We all know that a lot of young people are exposed to more screen time than they should be. At the same time, children and teens are spending less time reading. In fact, in a recent report from Scholastic Kids and Family Reading, 75 percent of parents with children aged 6-17 said they wished that their child would engage in more screen-free activities.
It’s no secret that children are often exposed to more screen time than they should be. So, how can we encourage our young people to swap their devices for books?
Reading increases vocabulary, fluency and creativity while also teaching punctuation, grammar and sentence structure. Tech games can be fun, but they rarely open up a child’s mind to imagination and literacy.
Get to know your child and where their interests lie. By finding the style of book your child enjoys and providing easy access to those books, you are increasing the chances of them developing a passion for reading and choosing to pick up a book. Nearly three-quarters of young people aged 6–17 (74 percent) responded to the Scholastic Kids study by saying that they would read more if they could find more books they liked.
Don’t always force your child to read new books. If there is a particular book or series they enjoy, let them build confidence in re-reading. Talk to them about what’s happening in the book and get involved – share their interest.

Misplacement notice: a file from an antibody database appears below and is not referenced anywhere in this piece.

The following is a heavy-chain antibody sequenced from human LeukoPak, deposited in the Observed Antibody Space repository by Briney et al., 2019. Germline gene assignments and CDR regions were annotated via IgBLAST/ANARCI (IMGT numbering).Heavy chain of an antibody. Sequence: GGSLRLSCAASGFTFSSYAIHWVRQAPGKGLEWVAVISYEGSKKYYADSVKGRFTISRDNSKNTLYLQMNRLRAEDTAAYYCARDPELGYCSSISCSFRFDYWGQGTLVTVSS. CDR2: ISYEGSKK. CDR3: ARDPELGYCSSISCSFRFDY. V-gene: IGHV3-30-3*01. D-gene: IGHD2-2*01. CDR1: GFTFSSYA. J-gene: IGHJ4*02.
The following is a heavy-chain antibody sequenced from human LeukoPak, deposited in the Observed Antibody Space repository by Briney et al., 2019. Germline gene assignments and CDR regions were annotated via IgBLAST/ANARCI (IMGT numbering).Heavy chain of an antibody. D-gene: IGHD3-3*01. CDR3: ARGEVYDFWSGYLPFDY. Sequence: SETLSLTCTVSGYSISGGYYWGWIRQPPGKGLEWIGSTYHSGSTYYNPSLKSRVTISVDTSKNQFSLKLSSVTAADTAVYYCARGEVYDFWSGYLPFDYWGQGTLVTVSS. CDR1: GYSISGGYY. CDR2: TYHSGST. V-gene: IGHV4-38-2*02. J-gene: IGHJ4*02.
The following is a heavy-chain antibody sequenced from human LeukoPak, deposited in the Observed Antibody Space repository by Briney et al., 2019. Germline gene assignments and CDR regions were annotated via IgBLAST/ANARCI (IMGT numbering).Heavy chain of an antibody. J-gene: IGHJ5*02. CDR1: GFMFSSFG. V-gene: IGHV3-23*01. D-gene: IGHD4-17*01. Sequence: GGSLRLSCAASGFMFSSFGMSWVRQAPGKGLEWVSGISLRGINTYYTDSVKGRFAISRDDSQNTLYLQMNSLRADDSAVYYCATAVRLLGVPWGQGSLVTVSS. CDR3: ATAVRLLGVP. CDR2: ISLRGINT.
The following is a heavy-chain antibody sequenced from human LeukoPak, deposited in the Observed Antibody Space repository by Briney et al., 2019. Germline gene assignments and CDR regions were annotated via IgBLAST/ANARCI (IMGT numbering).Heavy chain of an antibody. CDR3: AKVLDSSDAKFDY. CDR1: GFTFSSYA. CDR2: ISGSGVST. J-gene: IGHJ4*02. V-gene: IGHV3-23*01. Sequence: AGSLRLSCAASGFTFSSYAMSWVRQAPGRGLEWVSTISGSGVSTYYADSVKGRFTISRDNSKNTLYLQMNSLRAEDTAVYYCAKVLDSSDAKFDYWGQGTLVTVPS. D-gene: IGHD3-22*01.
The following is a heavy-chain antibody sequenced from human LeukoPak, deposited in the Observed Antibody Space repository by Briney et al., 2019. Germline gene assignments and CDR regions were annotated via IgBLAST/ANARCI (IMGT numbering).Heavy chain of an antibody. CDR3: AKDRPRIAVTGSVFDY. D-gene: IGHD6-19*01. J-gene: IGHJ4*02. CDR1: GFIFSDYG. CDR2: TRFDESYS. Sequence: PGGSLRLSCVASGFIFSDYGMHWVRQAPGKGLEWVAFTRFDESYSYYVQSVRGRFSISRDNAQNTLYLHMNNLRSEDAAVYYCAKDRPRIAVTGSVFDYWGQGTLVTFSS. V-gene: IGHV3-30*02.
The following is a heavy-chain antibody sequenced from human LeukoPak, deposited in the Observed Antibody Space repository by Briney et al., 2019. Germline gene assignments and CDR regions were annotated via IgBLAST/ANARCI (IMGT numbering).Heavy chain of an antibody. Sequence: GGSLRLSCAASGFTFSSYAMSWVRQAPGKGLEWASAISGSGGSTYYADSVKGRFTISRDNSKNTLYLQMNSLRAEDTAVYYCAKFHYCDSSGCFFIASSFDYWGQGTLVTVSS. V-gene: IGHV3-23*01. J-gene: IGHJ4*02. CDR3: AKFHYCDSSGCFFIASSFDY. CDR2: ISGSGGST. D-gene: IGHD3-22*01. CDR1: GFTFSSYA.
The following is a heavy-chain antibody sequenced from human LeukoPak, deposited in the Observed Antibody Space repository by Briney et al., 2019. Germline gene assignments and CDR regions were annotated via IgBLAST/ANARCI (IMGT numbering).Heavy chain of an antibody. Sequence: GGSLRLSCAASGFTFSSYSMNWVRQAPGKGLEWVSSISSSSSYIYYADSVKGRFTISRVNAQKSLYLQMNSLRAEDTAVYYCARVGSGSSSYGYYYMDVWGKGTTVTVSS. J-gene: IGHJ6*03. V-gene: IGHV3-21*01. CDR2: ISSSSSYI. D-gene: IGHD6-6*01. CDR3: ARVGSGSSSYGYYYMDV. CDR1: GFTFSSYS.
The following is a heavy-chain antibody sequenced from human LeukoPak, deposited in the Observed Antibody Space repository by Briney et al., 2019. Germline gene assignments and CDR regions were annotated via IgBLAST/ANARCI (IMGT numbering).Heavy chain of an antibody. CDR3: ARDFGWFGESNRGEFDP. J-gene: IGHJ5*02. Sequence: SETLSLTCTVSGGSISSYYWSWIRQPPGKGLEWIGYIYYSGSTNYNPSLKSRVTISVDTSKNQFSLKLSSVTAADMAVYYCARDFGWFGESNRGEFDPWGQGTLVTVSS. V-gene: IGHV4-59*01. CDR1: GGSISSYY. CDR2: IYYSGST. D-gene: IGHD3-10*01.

With younger children, you can get further involved and read with them – taking on a role or a page each. They are more likely to enjoy reading if they see others enjoying it.
If your child has a question – about how something works, for example – try to avoid turning to the internet for the answer every time. If you have the time, take them to the library and look up the answer, or find it in a book you already have at home. This demonstrates that books are a great source of knowledge.
DEAR time (Drop Everything and Read) is a strategy parents can adopt to take some time out of the chaotic technology-driven day to relax and read. If kids are able to control the time and the text they’re reading, it encourages them to develop a consistent reading behaviour – even better if they see you reading at the same time.
Get your child involved in school activities such as the Premier’s Reading Challenge. Kids can be competitive, so this is a fun way to get them searching for new books and track their progress. And, if they go out on an excursion – such as to a writers’ festival – show your interest and ask them what they did and what they learnt.
Lastly, look out for local community events. Your local library might have author reading sessions, or the council could have an illustrator running workshops and talking about their stories.
There are so many ways to spark children’s interest in reading, so get to know what makes your child tick.